Friday, February 6, 2015

Before I Die #536: El Topo (1970)

This is the 536th I've seen of the 1,162 films listed in the "Before You Die" series that I am gradually working my way through.

Director: Alejandro Jodorowsky

Surreal. Bizarre. Violent. Occasionally upsetting. And completely engaging.

The name Alejandro Jodorowsky became known to me a few months ago, when I watched the documentary Jodorowsky's Dune. From the descriptions of his earliest films, I knew I was in for a wild ride with El Topo, his first feature movie.

My main fear was that the movie would be so bizarre and incoherent that I would simply write it off as incomprehensible nonsense and struggle to get through it. Such was far from the case.

The movie follows the story of the title character, El Topo (meaning "The Mole" in Spanish), a stoic man in black leather who at first is wandering the Mexican desert with his young son, righting the brutal injustices that he finds on his journeys. He eventually abandons his son to Christian monks, swapping him for an adult female companion, and goes on a quest to impress her by slaying the four most feared gunfighters in the desert. What follows is a literal and figurative trip of self-discovery, violence, death, and rebirth that defies simple description.

I  have to give credit to my video store guy, Miguel, who summed up much when I returned the movie and we talked about the meaning of it. Miguel said, "I'm not totally sure of everything Jodorowsky meant with the movie, but it clearly meant a lot to him." Perfectly stated. Through a dense and sometimes confounding tapestry of surreal imagery and allegory, there is a certain skewed coherence to it all. There is a grand, mythical quality that speaks to the creator's vision.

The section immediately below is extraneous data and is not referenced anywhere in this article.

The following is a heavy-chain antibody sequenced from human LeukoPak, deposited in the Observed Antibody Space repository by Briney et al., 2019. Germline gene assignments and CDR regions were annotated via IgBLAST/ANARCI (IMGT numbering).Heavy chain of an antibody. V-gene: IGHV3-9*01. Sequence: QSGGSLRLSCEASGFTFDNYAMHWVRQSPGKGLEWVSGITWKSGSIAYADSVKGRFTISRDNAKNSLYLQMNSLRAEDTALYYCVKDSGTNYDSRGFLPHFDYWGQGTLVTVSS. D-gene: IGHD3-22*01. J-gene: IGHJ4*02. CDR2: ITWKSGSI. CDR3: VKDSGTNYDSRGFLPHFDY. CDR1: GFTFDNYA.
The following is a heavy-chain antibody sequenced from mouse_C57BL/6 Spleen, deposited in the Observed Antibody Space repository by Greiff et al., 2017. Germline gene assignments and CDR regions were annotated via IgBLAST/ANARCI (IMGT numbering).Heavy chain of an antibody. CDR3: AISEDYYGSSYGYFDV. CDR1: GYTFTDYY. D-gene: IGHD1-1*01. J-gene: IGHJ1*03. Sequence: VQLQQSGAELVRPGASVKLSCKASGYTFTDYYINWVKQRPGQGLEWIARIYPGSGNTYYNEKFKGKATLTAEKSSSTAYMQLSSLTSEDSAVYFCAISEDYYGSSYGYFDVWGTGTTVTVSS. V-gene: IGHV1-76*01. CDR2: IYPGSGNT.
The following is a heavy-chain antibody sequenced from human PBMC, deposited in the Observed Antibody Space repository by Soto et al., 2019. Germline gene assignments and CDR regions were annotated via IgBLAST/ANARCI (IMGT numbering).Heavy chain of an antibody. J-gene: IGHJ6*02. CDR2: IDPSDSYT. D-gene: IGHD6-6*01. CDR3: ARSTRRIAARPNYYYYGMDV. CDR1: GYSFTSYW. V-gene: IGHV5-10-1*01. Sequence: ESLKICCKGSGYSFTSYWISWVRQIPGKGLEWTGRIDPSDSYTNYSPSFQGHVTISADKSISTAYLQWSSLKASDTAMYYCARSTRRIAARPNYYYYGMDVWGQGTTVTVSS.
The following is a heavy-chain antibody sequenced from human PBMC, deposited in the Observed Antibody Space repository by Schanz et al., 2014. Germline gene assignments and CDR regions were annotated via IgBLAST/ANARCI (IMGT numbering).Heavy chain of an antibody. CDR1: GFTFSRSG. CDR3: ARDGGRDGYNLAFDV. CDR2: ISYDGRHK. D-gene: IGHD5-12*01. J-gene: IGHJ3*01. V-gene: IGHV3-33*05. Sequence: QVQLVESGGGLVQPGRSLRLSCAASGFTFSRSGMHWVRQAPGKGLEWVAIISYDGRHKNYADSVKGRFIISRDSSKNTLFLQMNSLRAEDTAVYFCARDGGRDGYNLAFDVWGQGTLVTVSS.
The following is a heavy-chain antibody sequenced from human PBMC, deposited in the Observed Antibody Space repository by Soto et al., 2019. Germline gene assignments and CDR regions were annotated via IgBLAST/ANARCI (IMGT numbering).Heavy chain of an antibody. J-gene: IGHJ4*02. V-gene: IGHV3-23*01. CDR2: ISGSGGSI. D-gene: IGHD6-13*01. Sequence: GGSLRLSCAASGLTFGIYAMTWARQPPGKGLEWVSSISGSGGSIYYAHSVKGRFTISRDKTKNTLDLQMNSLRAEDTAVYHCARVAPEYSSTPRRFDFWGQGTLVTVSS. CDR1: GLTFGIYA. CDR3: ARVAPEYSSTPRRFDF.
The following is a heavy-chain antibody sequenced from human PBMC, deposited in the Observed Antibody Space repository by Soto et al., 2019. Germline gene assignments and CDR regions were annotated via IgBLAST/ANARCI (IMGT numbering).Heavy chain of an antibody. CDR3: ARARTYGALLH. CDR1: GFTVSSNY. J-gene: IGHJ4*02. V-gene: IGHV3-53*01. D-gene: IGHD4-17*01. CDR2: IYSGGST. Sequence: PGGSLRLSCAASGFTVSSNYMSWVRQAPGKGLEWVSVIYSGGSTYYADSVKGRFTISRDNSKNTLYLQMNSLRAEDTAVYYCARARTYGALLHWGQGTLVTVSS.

This early scene in the film speaks of the prevalent violence,
but also the careful construction of the sets, shots, and use
of brilliant colors to tell the story.
The more obvious symbolism comes early in the film, when I took some of the cartoonishly brutal and evil villains to represent the social ills of Mexico (or maybe Chile, Jodorowsky's home country), either in the 19th century or even 1970. As the tale moves forward (and backwards and sideways), the mystical metaphors and images, as well as the social commentary, become more elusive and open to many interpretations. This is where I found enjoyment in the viewing experience, and where I ultimately agree with Miguel - I can't say that I was always able to glean just what Jodorowsky was trying to say, but it is quite clear that he was saying something. Those messages that I did receive were interesting and thought-provoking, at the very least.

One of the most pleasant surprises of the film was the beauty of the images. Even during the very visceral, violent parts of the movie, the framing and editing speaks of a director who was well-steeped in the techniques of masters like Sergio Leone (a highly appropriate influence, given the gritty Western setting). Employing a variety of creative angles, strange and vibrant constumes, and atypically gnarled and scarred actors, the movie is a feast for the eyes.

El Topo truly is unlike anything else I've ever seen. While this can often be a non-commital response to a piece of art, with this film I mean it as the highest complement.

And so, 536 films seen. 626 to go before I can die...